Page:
Journalist - Broadcast Journalism: Career Education Programs

A broadcast journalist must have some formal education. Learn about the education, job duties and experience needed to see if this is the right career for you.

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A bachelor's degree is required for those pursing a career as a broadcast news analyst. In some cases a master's degree may be preferred or required.

Essential Information

Broadcast journalism involves creating and reporting stories for the news or entertainment industry. A bachelor's degree is generally the minimum education necessary for a career as a broadcast journalist, though master's degree programs in the field are also available. Internship experience in the industry is often desired by employers.

Required Education Bachelor's usually required, master's programs available
Other Requirements Internship or experience usually preferred
Projected Job Growth (2014 - 2024)* -9% (decline) for reporters, correspondents and broadcast news analysts
Median Salary (2015)* $37,720 annually for reporters, correspondents and broadcast news analysts; $65,530 for broadcast news analysts

Source: *U.S. Bureau of Labor Statistics.

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Educational Requirements

In a broadcast journalism program, you develop an array of necessary skills, such as effective oral, written and visual communication abilities. Also, you will learn how to submit information correctly and accurately, and work effectively under a looming deadline. You'll learn effective research and information gathering methods, interview techniques and writing skills for various formats of news or entertainment presentation. Students on assignment may create news video reports, documentaries and long-form reports on fast-pace breaking news subjects or political, arts, business or sports news stories. Students may work on college TV and radio stations developing writing, editing and productions skills.

You will become knowledgeable about communication procedures in different contexts such as cultural, legal, social and ethical settings. In addition, you will develop proficiency in topics such as stress and time management, interviewing and people skills, and technical skills in various forms of electronic media such as TV and radio. Other areas in which you will develop expertise include news reporting and writing, radio and television production processes, research methods, public affairs reporting, radio-television news editing, mass media ethics and mass media law.

Course Requirements

A good training program for broadcast journalism helps you prepare for a career in radio, television and various areas of the entertainment industry. As a graduate, you will have strong communication and research skills, as well as critical thinking and problem solving abilities. Both undergraduate and graduate programs are available.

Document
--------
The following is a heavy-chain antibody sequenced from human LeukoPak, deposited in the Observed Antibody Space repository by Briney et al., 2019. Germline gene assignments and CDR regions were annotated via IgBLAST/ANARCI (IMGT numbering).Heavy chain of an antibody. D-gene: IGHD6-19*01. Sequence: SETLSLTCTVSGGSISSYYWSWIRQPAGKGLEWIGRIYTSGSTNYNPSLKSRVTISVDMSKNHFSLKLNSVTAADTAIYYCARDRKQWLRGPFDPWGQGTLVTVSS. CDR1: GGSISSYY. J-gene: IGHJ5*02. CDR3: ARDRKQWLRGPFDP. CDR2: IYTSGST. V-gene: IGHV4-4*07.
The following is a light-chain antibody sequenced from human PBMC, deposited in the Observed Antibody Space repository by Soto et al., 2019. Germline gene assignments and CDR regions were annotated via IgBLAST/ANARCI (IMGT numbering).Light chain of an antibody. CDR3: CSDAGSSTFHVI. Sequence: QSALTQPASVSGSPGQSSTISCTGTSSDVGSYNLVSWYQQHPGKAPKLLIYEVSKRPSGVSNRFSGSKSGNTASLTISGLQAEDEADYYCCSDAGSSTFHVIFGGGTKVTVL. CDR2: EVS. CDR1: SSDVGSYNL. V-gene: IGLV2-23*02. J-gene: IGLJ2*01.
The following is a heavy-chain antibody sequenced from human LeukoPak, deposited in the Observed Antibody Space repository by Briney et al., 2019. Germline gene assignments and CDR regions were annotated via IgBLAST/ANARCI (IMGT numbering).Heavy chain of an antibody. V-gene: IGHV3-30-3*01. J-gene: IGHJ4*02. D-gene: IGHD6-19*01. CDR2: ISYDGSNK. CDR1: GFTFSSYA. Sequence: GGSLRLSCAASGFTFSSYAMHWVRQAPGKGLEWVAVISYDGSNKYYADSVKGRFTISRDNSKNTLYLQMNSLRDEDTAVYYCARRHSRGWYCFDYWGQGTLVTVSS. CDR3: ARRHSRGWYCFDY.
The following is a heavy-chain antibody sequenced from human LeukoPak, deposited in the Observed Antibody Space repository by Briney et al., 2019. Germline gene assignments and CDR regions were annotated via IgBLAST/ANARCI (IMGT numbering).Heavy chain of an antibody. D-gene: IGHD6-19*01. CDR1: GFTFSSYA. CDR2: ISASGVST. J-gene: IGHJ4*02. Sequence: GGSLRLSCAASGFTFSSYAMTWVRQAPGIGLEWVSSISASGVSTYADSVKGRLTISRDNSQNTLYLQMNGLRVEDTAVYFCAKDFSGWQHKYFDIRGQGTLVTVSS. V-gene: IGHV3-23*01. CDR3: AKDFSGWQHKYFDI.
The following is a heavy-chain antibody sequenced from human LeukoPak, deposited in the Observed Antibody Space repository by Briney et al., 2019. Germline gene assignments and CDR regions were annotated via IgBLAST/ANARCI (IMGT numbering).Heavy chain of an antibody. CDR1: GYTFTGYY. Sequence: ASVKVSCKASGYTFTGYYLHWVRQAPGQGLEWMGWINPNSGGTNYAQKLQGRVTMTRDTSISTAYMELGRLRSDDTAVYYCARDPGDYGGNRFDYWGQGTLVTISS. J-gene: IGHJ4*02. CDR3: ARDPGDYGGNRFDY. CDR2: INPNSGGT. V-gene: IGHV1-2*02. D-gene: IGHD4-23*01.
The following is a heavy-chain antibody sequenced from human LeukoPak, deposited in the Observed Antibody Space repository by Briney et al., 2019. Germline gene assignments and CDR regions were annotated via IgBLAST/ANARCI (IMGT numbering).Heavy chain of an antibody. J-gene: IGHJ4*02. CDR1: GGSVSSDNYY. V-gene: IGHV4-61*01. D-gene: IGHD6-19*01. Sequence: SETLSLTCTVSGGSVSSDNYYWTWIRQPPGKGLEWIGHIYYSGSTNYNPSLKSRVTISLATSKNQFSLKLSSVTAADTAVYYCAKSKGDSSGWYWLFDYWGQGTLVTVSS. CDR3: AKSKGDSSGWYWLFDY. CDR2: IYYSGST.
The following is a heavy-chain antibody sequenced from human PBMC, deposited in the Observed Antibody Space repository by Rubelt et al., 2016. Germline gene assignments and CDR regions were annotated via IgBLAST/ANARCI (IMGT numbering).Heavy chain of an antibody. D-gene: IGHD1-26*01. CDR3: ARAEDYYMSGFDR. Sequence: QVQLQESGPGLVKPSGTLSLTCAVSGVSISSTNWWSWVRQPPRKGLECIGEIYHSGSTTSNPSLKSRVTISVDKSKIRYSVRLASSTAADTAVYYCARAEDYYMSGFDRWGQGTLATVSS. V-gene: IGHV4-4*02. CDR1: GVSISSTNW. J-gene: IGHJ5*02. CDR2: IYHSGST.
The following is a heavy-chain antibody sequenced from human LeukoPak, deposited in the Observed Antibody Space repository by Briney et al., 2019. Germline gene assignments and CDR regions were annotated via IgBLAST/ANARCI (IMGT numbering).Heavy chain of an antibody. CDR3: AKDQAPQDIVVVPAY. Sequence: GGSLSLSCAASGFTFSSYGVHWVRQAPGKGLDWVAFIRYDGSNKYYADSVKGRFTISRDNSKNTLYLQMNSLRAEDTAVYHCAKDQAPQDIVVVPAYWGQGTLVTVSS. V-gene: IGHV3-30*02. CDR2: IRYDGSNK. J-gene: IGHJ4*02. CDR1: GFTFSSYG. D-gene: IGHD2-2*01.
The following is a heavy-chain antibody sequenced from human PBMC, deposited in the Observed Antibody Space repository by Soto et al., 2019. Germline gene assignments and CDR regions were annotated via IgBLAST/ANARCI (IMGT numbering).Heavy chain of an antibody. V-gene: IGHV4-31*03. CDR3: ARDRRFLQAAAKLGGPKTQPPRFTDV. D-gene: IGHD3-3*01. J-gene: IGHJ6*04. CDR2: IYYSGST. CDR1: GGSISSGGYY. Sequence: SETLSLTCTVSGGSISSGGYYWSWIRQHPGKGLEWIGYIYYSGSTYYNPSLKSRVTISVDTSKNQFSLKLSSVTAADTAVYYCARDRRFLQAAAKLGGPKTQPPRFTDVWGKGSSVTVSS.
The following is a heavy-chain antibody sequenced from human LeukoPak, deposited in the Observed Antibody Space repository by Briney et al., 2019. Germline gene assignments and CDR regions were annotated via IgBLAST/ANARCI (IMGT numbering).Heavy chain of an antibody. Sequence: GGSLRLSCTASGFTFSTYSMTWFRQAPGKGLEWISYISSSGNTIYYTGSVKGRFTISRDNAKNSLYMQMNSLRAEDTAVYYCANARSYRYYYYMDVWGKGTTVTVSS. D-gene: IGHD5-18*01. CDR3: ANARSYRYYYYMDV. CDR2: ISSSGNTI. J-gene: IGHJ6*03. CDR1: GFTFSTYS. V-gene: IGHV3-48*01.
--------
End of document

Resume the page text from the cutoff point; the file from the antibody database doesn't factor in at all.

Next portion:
Coursework in a broadcast journalism degree program may include:

  • TV journalism
  • Web-based audio and video production
  • Communication in the information age
  • Organizational communication
  • Research methods
  • Intercultural communication

Career Information

Internship or related work experience is often preferred for careers in broadcast journalism. Internship positions help qualify candidates for entry-level employment as a reporter, news director, news anchor, assignment editor, correspondent, writer or producer. In addition, training for broadcast journalism will help prepare you for jobs related to journalism, such as public relations, advertising, politics or communication careers.

Career Outlook and Salary Information

In the field of broadcast journalism, salaries and job opportunities vary greatly according to specialty, region, training and level of experience. Entry-level positions are found in smaller cities; however, more employment opportunities may be available in metropolitan areas.

In general, the U.S. Bureau of Labor Statistics (BLS) reports employment opportunities for reporters, correspondents and broadcast news analysts are expected to decrease by 9% between 2014-2024, due to a reduction in the number of operating news organizations. The median salary for reporters, correspondents and broadcast news analysts was $37,720 in 2015, according to the BLS; meanwhile, the median salary for broadcast news analysts was $65,530 that year.

Declining job growth for broadcast news analysts is expected through 2024. Those preparing to enter this field will require a bachelor's degree; a master's degree may be necessary in some markets. Developing relevant experience through internships may help those pursuing a career as a broadcast news analyst secure employment.

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